How the MATLAB Process Uses Locale Settings

A locale is part of the user environment definition. It defines language, territory, and codeset, which is a coded character set. The MATLAB® process uses the user-specified locale name on all platforms. MATLAB also reads the user-specified UI language name, and uses it to select localized resources in the specified language. By using this feature, you can select localized resources in US-English. The user-specified UI language setting also controls language and country settings of the Java® Virtual Machine (JVM™) software.

The term I18n is an abbreviation for internationalization, where 18 stands for the number of letters between the i and the n.

To set or view the current settings, see:

Consider the following when choosing your locale settings.

  • Default Locale Setting — If the user-specified locale is not supported, MATLAB uses the default locale en_US.US-ASCII.

  • UI Language Setting — Set the UI language to either the same language as the user-specified locale or to US-English. Otherwise, non-7-bit ASCII characters might not display properly.

  • Supported Character Set — MATLAB supports the character set specified by the user locale setting. However, MATLAB might not properly handle character codes greater than 2 bytes.

  • Script Compatibility — Non-7-bit ASCII characters in MATLAB scripts created with one locale setting might not be compatible with a different locale setting.

    For example, if you create a script with the ja_JP.UTF-8 locale setting, the script might not be compatible when executed on a platform with the ja_JP.eucJP locale setting.

  • Numeric Format Uses C Locale — MATLAB reads the user locale for all categories except for the LC_NUMERIC category. This category controls numeric data formatting and parsing. MATLAB always sets LC_NUMERIC to the C locale. For more information, see Numbers Display Period for Decimal Point.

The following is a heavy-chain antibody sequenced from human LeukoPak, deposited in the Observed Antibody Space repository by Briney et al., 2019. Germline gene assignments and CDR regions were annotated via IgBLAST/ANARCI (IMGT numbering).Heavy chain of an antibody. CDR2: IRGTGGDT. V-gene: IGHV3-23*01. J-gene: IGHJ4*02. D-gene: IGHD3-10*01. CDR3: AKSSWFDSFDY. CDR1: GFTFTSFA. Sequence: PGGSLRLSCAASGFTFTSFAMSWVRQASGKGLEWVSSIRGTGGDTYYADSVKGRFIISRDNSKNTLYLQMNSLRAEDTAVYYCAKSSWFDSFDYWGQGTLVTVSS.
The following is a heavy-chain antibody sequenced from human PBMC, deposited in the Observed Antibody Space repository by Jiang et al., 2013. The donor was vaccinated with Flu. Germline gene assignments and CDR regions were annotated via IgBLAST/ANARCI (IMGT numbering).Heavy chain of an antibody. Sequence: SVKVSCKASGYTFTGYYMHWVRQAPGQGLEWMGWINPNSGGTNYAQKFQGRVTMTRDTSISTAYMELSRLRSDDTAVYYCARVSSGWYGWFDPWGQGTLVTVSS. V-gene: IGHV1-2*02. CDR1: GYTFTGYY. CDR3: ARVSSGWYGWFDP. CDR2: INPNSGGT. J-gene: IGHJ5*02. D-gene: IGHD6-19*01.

• Platform-Specific Localized Formats — MATLAB usually uses platform-neutral localized formats and rules. You can, however, use the operating system short date format to control the format for displaying file date and time data.

Windows Platform-Specific Behavior

The user locale and system locale must be the same value on the Microsoft® Windows® platform. If these values are not the same, you might see garbled text or incorrect characters. For information on controlling these settings, see Setting Locale on Windows Platforms.

Mac Platform-Specific Behavior

On the Apple Mac OS X platform, MATLAB reads the user locale setting and the user UI language setting. For information on controlling these settings, see Setting Locale on Mac Platforms. If you customize the locale setting on Mac OS X, MATLAB ignores the customized portion. MATLAB ignores the LANG environment variable and the Terminal application locale setting.

MATLAB automatically chooses a codeset for each combination of language and territory on the Mac OS X platform.

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